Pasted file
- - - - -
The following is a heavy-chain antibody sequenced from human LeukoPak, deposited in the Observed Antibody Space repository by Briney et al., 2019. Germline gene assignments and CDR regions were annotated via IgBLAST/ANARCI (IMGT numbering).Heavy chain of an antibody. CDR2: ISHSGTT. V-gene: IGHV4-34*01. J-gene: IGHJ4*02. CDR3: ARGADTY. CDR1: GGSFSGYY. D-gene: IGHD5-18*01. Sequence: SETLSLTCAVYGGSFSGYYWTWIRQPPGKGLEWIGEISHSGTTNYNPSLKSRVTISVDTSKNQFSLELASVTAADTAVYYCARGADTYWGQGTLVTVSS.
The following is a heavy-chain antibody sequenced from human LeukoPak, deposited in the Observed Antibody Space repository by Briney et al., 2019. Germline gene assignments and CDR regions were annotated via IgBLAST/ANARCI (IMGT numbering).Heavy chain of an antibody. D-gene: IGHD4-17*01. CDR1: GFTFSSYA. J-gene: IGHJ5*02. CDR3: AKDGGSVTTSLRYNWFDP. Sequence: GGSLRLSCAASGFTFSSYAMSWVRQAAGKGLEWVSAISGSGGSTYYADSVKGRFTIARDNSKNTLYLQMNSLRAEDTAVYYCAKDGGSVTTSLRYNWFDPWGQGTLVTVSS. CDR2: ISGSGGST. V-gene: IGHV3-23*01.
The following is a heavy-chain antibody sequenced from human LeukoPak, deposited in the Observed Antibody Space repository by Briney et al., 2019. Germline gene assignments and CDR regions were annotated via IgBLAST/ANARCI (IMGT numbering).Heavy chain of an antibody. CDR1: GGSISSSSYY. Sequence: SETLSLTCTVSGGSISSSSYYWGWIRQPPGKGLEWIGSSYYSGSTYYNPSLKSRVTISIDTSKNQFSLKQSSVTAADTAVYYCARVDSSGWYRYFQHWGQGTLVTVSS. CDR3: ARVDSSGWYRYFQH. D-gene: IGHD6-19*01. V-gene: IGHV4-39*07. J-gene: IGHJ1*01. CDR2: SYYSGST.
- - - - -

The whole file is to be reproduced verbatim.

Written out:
The following is a heavy-chain antibody sequenced from human LeukoPak, deposited in the Observed Antibody Space repository by Briney et al., 2019. Germline gene assignments and CDR regions were annotated via IgBLAST/ANARCI (IMGT numbering).Heavy chain of an antibody. CDR2: ISHSGTT. V-gene: IGHV4-34*01. J-gene: IGHJ4*02. CDR3: ARGADTY. CDR1: GGSFSGYY. D-gene: IGHD5-18*01. Sequence: SETLSLTCAVYGGSFSGYYWTWIRQPPGKGLEWIGEISHSGTTNYNPSLKSRVTISVDTSKNQFSLELASVTAADTAVYYCARGADTYWGQGTLVTVSS.
The following is a heavy-chain antibody sequenced from human LeukoPak, deposited in the Observed Antibody Space repository by Briney et al., 2019. Germline gene assignments and CDR regions were annotated via IgBLAST/ANARCI (IMGT numbering).Heavy chain of an antibody. D-gene: IGHD4-17*01. CDR1: GFTFSSYA. J-gene: IGHJ5*02. CDR3: AKDGGSVTTSLRYNWFDP. Sequence: GGSLRLSCAASGFTFSSYAMSWVRQAAGKGLEWVSAISGSGGSTYYADSVKGRFTIARDNSKNTLYLQMNSLRAEDTAVYYCAKDGGSVTTSLRYNWFDPWGQGTLVTVSS. CDR2: ISGSGGST. V-gene: IGHV3-23*01.
The following is a heavy-chain antibody sequenced from human LeukoPak, deposited in the Observed Antibody Space repository by Briney et al., 2019. Germline gene assignments and CDR regions were annotated via IgBLAST/ANARCI (IMGT numbering).Heavy chain of an antibody. CDR1: GGSISSSSYY. Sequence: SETLSLTCTVSGGSISSSSYYWGWIRQPPGKGLEWIGSSYYSGSTYYNPSLKSRVTISIDTSKNQFSLKQSSVTAADTAVYYCARVDSSGWYRYFQHWGQGTLVTVSS. CDR3: ARVDSSGWYRYFQH. D-gene: IGHD6-19*01. V-gene: IGHV4-39*07. J-gene: IGHJ1*01. CDR2: SYYSGST.